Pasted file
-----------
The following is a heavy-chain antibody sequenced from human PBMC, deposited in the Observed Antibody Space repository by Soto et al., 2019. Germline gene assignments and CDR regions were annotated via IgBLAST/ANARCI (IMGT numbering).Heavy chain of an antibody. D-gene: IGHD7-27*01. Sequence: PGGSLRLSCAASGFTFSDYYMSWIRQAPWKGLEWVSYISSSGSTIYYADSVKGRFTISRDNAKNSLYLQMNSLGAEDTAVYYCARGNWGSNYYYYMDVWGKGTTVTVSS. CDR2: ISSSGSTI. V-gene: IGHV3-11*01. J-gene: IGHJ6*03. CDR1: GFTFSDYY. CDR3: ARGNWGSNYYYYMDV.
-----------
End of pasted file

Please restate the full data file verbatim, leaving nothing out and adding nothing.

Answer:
The following is a heavy-chain antibody sequenced from human PBMC, deposited in the Observed Antibody Space repository by Soto et al., 2019. Germline gene assignments and CDR regions were annotated via IgBLAST/ANARCI (IMGT numbering).Heavy chain of an antibody. D-gene: IGHD7-27*01. Sequence: PGGSLRLSCAASGFTFSDYYMSWIRQAPWKGLEWVSYISSSGSTIYYADSVKGRFTISRDNAKNSLYLQMNSLGAEDTAVYYCARGNWGSNYYYYMDVWGKGTTVTVSS. CDR2: ISSSGSTI. V-gene: IGHV3-11*01. J-gene: IGHJ6*03. CDR1: GFTFSDYY. CDR3: ARGNWGSNYYYYMDV.